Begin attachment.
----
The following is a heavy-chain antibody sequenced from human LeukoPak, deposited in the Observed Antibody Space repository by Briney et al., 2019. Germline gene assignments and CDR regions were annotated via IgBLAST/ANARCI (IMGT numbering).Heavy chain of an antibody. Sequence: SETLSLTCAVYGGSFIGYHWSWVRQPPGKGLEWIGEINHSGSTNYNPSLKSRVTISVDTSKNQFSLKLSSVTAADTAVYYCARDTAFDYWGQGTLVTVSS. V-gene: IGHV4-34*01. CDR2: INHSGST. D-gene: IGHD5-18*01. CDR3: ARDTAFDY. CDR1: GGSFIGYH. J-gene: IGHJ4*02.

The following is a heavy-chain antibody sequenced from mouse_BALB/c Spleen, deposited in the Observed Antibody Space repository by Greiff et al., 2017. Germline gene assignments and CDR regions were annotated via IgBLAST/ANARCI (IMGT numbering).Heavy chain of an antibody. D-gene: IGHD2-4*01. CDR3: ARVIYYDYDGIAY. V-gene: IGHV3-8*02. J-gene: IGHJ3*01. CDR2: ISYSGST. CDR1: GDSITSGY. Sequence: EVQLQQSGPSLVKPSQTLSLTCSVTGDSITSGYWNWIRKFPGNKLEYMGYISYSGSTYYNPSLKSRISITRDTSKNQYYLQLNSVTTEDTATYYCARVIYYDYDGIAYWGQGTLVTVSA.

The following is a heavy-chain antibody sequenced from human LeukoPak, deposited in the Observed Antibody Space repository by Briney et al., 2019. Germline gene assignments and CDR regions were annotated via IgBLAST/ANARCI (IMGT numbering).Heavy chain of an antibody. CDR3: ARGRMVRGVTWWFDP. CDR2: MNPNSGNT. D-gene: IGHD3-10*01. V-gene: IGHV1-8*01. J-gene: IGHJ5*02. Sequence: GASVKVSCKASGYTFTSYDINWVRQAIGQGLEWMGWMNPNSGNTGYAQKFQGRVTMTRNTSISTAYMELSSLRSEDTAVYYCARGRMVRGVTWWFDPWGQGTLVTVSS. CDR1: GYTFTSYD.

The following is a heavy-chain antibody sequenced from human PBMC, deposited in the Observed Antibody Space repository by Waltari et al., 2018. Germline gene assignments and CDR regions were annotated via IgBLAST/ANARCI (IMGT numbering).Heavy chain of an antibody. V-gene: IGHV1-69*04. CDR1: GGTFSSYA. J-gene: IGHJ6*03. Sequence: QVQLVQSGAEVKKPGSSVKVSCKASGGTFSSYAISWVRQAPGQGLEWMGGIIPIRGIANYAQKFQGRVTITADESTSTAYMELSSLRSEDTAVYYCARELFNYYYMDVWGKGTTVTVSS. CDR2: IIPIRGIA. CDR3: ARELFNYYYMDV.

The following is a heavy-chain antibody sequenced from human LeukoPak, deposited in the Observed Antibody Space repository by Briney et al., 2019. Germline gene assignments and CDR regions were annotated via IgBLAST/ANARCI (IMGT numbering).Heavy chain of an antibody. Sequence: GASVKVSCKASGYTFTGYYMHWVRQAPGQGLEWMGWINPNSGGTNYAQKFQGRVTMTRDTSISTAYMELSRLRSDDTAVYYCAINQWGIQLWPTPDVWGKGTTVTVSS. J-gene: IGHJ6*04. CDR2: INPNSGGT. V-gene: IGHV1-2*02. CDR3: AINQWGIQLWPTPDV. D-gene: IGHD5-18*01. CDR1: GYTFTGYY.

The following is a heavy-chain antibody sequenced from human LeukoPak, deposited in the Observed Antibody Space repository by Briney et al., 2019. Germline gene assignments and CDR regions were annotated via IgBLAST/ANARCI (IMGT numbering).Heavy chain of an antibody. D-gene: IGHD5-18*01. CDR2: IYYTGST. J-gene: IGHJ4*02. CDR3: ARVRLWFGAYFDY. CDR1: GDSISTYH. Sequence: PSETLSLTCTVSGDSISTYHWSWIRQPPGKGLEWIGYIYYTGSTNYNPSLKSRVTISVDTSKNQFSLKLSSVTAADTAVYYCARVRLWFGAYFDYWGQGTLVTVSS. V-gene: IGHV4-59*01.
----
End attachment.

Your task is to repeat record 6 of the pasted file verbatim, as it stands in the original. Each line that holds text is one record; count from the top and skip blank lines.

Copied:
The following is a heavy-chain antibody sequenced from human LeukoPak, deposited in the Observed Antibody Space repository by Briney et al., 2019. Germline gene assignments and CDR regions were annotated via IgBLAST/ANARCI (IMGT numbering).Heavy chain of an antibody. D-gene: IGHD5-18*01. CDR2: IYYTGST. J-gene: IGHJ4*02. CDR3: ARVRLWFGAYFDY. CDR1: GDSISTYH. Sequence: PSETLSLTCTVSGDSISTYHWSWIRQPPGKGLEWIGYIYYTGSTNYNPSLKSRVTISVDTSKNQFSLKLSSVTAADTAVYYCARVRLWFGAYFDYWGQGTLVTVSS. V-gene: IGHV4-59*01.